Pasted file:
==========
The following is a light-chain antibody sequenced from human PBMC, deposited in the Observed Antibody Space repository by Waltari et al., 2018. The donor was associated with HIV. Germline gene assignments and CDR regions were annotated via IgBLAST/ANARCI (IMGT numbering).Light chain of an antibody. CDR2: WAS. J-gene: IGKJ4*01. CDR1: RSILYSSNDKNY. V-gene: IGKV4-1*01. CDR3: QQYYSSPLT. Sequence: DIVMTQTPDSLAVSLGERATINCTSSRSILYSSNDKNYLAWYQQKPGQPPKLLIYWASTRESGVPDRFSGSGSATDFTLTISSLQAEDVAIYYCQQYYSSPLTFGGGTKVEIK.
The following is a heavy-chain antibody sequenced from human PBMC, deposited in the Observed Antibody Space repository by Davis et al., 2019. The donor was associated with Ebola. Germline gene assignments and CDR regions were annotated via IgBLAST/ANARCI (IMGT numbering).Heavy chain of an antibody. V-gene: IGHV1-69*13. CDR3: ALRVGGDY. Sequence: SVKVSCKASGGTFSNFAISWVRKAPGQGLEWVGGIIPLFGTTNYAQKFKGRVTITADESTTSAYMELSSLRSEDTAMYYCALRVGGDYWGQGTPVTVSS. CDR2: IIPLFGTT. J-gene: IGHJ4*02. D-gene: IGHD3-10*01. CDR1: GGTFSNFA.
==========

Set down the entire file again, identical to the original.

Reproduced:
The following is a light-chain antibody sequenced from human PBMC, deposited in the Observed Antibody Space repository by Waltari et al., 2018. The donor was associated with HIV. Germline gene assignments and CDR regions were annotated via IgBLAST/ANARCI (IMGT numbering).Light chain of an antibody. CDR2: WAS. J-gene: IGKJ4*01. CDR1: RSILYSSNDKNY. V-gene: IGKV4-1*01. CDR3: QQYYSSPLT. Sequence: DIVMTQTPDSLAVSLGERATINCTSSRSILYSSNDKNYLAWYQQKPGQPPKLLIYWASTRESGVPDRFSGSGSATDFTLTISSLQAEDVAIYYCQQYYSSPLTFGGGTKVEIK.
The following is a heavy-chain antibody sequenced from human PBMC, deposited in the Observed Antibody Space repository by Davis et al., 2019. The donor was associated with Ebola. Germline gene assignments and CDR regions were annotated via IgBLAST/ANARCI (IMGT numbering).Heavy chain of an antibody. V-gene: IGHV1-69*13. CDR3: ALRVGGDY. Sequence: SVKVSCKASGGTFSNFAISWVRKAPGQGLEWVGGIIPLFGTTNYAQKFKGRVTITADESTTSAYMELSSLRSEDTAMYYCALRVGGDYWGQGTPVTVSS. CDR2: IIPLFGTT. J-gene: IGHJ4*02. D-gene: IGHD3-10*01. CDR1: GGTFSNFA.